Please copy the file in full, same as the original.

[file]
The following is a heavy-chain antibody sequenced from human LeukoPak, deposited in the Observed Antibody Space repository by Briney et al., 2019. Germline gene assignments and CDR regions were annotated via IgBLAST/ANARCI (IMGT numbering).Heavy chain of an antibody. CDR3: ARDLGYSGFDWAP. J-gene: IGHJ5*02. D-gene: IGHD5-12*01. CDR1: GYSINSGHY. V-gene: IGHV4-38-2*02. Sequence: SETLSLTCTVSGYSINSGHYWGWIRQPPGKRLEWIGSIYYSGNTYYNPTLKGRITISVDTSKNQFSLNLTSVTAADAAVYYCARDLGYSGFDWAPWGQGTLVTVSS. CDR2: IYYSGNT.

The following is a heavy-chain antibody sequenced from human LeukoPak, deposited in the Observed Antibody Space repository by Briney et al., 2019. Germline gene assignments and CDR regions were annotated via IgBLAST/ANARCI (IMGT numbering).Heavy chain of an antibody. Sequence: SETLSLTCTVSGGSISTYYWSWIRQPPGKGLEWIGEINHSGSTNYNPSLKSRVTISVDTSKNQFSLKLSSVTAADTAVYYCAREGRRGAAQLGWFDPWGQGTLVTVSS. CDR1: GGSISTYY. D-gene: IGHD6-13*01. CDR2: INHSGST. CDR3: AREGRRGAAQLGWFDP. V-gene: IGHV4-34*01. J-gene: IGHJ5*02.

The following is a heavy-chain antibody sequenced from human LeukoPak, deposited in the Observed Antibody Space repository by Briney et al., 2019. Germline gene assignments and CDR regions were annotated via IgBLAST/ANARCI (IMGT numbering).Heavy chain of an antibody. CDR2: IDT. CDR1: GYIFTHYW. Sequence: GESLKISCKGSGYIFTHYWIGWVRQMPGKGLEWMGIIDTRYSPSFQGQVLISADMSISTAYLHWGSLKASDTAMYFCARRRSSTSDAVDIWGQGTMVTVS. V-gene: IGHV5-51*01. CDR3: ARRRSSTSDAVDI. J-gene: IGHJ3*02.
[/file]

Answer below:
The following is a heavy-chain antibody sequenced from human LeukoPak, deposited in the Observed Antibody Space repository by Briney et al., 2019. Germline gene assignments and CDR regions were annotated via IgBLAST/ANARCI (IMGT numbering).Heavy chain of an antibody. CDR3: ARDLGYSGFDWAP. J-gene: IGHJ5*02. D-gene: IGHD5-12*01. CDR1: GYSINSGHY. V-gene: IGHV4-38-2*02. Sequence: SETLSLTCTVSGYSINSGHYWGWIRQPPGKRLEWIGSIYYSGNTYYNPTLKGRITISVDTSKNQFSLNLTSVTAADAAVYYCARDLGYSGFDWAPWGQGTLVTVSS. CDR2: IYYSGNT.

The following is a heavy-chain antibody sequenced from human LeukoPak, deposited in the Observed Antibody Space repository by Briney et al., 2019. Germline gene assignments and CDR regions were annotated via IgBLAST/ANARCI (IMGT numbering).Heavy chain of an antibody. Sequence: SETLSLTCTVSGGSISTYYWSWIRQPPGKGLEWIGEINHSGSTNYNPSLKSRVTISVDTSKNQFSLKLSSVTAADTAVYYCAREGRRGAAQLGWFDPWGQGTLVTVSS. CDR1: GGSISTYY. D-gene: IGHD6-13*01. CDR2: INHSGST. CDR3: AREGRRGAAQLGWFDP. V-gene: IGHV4-34*01. J-gene: IGHJ5*02.

The following is a heavy-chain antibody sequenced from human LeukoPak, deposited in the Observed Antibody Space repository by Briney et al., 2019. Germline gene assignments and CDR regions were annotated via IgBLAST/ANARCI (IMGT numbering).Heavy chain of an antibody. CDR2: IDT. CDR1: GYIFTHYW. Sequence: GESLKISCKGSGYIFTHYWIGWVRQMPGKGLEWMGIIDTRYSPSFQGQVLISADMSISTAYLHWGSLKASDTAMYFCARRRSSTSDAVDIWGQGTMVTVS. V-gene: IGHV5-51*01. CDR3: ARRRSSTSDAVDI. J-gene: IGHJ3*02.